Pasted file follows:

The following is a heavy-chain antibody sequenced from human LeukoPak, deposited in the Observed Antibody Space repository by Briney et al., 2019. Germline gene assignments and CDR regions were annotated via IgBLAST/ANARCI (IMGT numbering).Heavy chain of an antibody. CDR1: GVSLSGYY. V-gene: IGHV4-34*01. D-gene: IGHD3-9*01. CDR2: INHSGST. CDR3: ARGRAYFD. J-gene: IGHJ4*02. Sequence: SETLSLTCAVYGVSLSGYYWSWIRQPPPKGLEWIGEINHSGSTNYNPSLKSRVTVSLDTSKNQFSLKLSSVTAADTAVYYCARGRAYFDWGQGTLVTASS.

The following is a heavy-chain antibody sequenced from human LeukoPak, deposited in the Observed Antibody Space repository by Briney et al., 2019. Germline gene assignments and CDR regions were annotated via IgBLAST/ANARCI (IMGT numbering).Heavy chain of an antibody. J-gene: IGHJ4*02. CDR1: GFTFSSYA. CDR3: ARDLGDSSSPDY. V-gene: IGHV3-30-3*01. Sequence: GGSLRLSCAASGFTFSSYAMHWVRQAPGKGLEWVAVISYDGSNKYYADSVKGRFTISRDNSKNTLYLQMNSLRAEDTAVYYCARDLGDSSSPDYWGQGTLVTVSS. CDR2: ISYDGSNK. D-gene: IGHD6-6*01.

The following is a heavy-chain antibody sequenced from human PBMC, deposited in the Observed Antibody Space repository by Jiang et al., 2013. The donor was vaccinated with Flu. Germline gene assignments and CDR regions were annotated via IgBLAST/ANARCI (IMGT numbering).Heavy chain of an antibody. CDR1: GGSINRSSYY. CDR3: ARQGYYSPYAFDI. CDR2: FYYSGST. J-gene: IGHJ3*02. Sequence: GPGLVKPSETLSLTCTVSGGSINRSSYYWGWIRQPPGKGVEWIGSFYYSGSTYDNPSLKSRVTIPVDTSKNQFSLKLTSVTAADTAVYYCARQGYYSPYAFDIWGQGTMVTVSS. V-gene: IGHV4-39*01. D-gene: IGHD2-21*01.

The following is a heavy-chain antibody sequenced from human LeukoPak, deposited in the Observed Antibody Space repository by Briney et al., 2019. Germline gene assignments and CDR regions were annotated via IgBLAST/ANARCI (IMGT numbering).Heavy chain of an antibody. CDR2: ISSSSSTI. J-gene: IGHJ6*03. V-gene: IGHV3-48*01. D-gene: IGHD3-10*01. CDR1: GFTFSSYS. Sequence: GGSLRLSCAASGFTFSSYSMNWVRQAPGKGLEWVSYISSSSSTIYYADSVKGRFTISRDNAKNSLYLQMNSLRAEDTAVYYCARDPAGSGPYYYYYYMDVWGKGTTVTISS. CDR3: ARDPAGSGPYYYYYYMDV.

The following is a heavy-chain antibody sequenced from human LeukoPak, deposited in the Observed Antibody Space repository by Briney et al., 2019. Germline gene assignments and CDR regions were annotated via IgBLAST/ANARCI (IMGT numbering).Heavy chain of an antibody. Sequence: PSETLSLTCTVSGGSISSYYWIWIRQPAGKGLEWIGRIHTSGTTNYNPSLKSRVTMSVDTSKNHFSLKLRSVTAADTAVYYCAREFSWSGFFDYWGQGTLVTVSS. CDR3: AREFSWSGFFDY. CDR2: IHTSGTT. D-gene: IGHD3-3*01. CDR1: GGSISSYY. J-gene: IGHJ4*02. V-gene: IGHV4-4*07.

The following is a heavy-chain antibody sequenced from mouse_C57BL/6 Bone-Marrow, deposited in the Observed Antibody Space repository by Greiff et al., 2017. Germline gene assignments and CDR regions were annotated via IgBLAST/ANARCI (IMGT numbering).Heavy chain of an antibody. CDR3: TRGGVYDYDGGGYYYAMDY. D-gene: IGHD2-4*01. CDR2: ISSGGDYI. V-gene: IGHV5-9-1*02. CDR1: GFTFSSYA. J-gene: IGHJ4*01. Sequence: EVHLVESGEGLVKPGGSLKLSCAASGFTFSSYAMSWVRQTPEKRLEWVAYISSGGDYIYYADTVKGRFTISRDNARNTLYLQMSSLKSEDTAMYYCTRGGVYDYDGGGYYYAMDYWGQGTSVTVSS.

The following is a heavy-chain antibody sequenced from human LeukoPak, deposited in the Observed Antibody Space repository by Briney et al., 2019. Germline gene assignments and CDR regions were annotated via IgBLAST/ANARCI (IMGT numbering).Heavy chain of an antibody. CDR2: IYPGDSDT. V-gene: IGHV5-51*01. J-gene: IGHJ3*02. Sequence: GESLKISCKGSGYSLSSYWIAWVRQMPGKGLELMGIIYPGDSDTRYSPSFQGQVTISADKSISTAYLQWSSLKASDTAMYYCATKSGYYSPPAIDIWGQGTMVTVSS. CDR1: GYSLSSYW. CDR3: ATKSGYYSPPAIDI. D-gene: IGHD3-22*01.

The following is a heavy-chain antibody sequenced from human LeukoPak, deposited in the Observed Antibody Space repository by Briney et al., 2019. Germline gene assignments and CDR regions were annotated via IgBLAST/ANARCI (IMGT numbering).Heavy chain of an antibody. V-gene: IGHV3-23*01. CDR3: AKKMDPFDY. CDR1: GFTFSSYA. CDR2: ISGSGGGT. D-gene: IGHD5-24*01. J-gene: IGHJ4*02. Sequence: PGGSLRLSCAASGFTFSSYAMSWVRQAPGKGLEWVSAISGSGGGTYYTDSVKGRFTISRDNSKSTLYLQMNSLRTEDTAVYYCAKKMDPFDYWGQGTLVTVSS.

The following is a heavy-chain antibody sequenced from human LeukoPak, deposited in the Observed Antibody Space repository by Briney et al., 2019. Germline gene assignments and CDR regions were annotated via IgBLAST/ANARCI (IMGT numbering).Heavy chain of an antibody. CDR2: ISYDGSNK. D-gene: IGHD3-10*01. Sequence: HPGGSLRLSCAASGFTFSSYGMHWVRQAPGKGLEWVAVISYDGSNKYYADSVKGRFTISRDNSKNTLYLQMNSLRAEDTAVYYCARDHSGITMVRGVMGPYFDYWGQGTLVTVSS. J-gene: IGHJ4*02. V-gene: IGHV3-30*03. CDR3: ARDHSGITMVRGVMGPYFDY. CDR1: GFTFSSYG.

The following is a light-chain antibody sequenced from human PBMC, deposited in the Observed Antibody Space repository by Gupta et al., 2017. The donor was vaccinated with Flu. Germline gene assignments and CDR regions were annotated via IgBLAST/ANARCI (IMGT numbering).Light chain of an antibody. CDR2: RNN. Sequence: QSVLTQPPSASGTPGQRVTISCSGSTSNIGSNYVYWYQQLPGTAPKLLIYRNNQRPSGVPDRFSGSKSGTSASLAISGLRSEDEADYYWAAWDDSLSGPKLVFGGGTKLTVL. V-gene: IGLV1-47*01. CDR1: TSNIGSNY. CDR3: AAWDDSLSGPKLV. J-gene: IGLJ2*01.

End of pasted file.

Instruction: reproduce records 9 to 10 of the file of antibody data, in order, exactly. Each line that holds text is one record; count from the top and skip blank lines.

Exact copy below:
The following is a heavy-chain antibody sequenced from human LeukoPak, deposited in the Observed Antibody Space repository by Briney et al., 2019. Germline gene assignments and CDR regions were annotated via IgBLAST/ANARCI (IMGT numbering).Heavy chain of an antibody. CDR2: ISYDGSNK. D-gene: IGHD3-10*01. Sequence: HPGGSLRLSCAASGFTFSSYGMHWVRQAPGKGLEWVAVISYDGSNKYYADSVKGRFTISRDNSKNTLYLQMNSLRAEDTAVYYCARDHSGITMVRGVMGPYFDYWGQGTLVTVSS. J-gene: IGHJ4*02. V-gene: IGHV3-30*03. CDR3: ARDHSGITMVRGVMGPYFDY. CDR1: GFTFSSYG.

The following is a light-chain antibody sequenced from human PBMC, deposited in the Observed Antibody Space repository by Gupta et al., 2017. The donor was vaccinated with Flu. Germline gene assignments and CDR regions were annotated via IgBLAST/ANARCI (IMGT numbering).Light chain of an antibody. CDR2: RNN. Sequence: QSVLTQPPSASGTPGQRVTISCSGSTSNIGSNYVYWYQQLPGTAPKLLIYRNNQRPSGVPDRFSGSKSGTSASLAISGLRSEDEADYYWAAWDDSLSGPKLVFGGGTKLTVL. V-gene: IGLV1-47*01. CDR1: TSNIGSNY. CDR3: AAWDDSLSGPKLV. J-gene: IGLJ2*01.